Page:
Observation and control of ultrafast surface photochemistry

Lead Research Organisation: University College London
Department Name: Chemistry

Abstract

The ultimate goal of any branch of Chemistry, including surface Chemistry, is to understand reactions at a fundamental level. In order to achieve this, it is necessary to both observe the reaction on an atomic length scale, and also to monitor the reaction on the same time scale as bond breaking and making - the femtosecond timescale (1 fs = 10-15 s). With the advent of scanning probe microscopy, the observation of surface reactions at the atomic length scale has become almost routine. However, observing the dynamics of surface reactions with femtosecond accuracy still remains a considerable challenge. This proposal will address this issue. It aims to establish the foundations for understanding the detailed dynamics of surface processes, by using state-of-the-art femtosecond pump-probe techniques to monitor reactions in real time. It will also investigate the possibility, long discussed theoretically but not yet achieved experimentally, of using shaped femtosecond laser pulses to control surface photochemistry. If this control technique is successful it will have a huge impact and will contribute greatly to our understanding of surface reaction processes. The programme of research will be made possible by bringing together two independent well-established research groups within the UCL Chemistry department to form a unique team with the necessary experimental expertise in both surface science and ultrafast laser technology.

Publications

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Hussain H (2019) Water-Induced Reversal of the TiO2(011)-(2 × 1) Surface Reconstruction: Observed with in Situ Surface X-ray Diffraction. in The journal of physical chemistry. C, Nanomaterials and interfaces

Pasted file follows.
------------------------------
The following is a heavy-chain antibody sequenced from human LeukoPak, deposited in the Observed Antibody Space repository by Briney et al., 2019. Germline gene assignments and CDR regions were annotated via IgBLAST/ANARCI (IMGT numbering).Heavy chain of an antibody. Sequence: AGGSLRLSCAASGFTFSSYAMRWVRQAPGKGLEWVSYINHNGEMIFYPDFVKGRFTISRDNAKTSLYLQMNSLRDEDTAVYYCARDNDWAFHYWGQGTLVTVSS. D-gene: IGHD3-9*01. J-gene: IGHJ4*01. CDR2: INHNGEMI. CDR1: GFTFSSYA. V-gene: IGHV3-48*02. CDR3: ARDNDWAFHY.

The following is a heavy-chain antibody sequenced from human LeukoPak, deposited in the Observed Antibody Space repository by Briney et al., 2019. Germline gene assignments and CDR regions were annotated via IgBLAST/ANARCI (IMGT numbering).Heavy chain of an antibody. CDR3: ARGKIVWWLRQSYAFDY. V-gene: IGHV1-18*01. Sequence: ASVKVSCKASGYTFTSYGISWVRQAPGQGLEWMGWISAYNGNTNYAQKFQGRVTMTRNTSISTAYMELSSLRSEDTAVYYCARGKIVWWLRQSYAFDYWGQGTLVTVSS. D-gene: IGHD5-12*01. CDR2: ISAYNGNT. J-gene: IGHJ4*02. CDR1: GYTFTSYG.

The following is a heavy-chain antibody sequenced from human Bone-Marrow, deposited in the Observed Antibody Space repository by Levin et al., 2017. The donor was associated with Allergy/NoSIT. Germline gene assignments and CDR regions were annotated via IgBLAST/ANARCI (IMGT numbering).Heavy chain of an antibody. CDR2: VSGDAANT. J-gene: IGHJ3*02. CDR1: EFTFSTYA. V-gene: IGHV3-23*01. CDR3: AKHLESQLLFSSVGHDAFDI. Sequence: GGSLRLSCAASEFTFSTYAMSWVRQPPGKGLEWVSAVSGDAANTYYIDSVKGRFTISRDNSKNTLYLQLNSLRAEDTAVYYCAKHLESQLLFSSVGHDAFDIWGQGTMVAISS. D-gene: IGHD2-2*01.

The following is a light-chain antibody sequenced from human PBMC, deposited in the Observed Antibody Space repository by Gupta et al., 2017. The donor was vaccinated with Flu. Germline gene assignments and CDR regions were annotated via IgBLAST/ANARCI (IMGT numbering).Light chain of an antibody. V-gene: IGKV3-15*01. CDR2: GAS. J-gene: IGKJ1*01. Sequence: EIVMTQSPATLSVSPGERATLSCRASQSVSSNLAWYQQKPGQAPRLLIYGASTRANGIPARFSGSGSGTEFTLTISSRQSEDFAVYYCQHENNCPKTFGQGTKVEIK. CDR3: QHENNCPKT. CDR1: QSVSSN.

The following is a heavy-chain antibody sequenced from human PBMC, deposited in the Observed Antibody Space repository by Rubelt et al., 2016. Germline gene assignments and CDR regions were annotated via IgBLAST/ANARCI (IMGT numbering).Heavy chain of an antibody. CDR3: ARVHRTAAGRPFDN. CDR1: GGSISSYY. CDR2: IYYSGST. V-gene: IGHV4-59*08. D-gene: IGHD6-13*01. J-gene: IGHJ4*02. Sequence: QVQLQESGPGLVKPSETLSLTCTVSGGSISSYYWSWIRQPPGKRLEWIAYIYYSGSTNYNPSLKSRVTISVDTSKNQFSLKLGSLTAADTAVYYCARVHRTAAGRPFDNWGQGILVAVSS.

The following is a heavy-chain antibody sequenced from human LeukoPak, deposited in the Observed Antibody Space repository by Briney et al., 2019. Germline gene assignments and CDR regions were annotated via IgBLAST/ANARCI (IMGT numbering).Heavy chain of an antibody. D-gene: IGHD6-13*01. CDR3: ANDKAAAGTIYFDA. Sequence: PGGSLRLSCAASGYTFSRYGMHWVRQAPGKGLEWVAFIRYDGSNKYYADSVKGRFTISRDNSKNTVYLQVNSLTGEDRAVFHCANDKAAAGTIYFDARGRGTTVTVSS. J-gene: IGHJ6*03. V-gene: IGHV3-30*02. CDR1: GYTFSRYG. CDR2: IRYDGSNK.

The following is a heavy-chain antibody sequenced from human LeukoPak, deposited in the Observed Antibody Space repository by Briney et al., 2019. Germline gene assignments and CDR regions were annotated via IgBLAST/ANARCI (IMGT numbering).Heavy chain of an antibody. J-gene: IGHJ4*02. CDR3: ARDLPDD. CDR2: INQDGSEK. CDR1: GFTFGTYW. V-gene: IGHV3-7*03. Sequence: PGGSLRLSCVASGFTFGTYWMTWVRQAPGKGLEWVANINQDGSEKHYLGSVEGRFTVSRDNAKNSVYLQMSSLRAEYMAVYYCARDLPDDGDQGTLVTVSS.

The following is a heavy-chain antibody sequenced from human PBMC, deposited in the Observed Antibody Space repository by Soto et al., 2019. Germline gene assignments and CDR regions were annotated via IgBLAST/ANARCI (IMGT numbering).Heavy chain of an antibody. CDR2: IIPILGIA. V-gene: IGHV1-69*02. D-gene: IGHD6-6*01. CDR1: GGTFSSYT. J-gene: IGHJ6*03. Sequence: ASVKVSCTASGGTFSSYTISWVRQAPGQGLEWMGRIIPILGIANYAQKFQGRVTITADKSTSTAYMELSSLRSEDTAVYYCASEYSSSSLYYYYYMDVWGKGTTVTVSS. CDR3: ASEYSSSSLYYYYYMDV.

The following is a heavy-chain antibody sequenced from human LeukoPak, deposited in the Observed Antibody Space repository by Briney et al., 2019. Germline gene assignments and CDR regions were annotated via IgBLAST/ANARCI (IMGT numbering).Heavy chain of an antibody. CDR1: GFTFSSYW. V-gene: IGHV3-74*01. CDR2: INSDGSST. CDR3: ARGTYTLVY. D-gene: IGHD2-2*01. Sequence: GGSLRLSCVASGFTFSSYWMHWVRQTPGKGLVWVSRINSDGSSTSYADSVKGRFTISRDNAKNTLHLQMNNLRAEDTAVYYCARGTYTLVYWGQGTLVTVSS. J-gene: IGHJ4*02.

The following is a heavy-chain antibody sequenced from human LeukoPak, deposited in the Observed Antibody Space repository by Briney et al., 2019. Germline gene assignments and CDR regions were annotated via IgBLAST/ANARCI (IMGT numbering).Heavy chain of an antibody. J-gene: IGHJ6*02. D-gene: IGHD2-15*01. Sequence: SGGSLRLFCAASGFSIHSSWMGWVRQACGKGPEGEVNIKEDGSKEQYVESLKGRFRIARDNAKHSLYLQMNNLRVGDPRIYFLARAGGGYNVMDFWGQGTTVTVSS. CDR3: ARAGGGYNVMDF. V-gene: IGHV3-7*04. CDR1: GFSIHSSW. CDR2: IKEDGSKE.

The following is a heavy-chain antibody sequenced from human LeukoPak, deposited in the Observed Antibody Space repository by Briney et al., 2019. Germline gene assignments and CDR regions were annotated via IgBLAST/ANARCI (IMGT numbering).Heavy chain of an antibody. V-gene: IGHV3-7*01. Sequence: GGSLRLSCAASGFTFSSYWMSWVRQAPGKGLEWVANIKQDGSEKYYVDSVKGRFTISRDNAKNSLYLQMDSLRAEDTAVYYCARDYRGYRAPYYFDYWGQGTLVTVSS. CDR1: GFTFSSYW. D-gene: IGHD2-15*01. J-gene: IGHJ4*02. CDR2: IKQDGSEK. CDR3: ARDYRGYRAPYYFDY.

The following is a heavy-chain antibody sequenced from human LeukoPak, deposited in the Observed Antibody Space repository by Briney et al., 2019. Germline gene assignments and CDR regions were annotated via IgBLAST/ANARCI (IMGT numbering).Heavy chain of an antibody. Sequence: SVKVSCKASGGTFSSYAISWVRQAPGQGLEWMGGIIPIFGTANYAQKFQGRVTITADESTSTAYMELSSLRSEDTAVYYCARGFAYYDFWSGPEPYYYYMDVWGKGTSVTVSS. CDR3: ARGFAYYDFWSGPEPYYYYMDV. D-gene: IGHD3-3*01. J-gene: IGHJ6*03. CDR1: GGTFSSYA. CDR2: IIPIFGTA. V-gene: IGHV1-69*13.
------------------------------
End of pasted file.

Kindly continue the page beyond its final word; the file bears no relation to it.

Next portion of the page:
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Kerr R (2023) Zero Threshold for Water Adsorption on MAPbBr3. in Small (Weinheim an der Bergstrasse, Germany)

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Payne DT (2017) Creating Excess Electrons at the Anatase TiO2(101) Surface. in Topics in catalysis

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Tanner AJ (2021) Polaron-Adsorbate Coupling at the TiO2(110)-Carboxylate Interface. in The journal of physical chemistry letters

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Tanner AJ (2022) TiO2 Polarons in the Time Domain: Implications for Photocatalysis. in The journal of physical chemistry letters

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Tanner AJ (2022) TiO2 Polarons in the Time Domain: Implications for Photocatalysis. in The journal of physical chemistry letters

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Tanner AJ (2021) Chemical Modification of Polaronic States in Anatase TiO2(101). in The journal of physical chemistry. C, Nanomaterials and interfaces

 
Description We have used ultra-fast spectroscopy to investigate catalytic reactions of relevance to the car exhaust catalyst
Exploitation Route Further experiments can be undertaken. The findings shed light on CO/NO catalytic processes
Sectors Chemicals,Education,Energy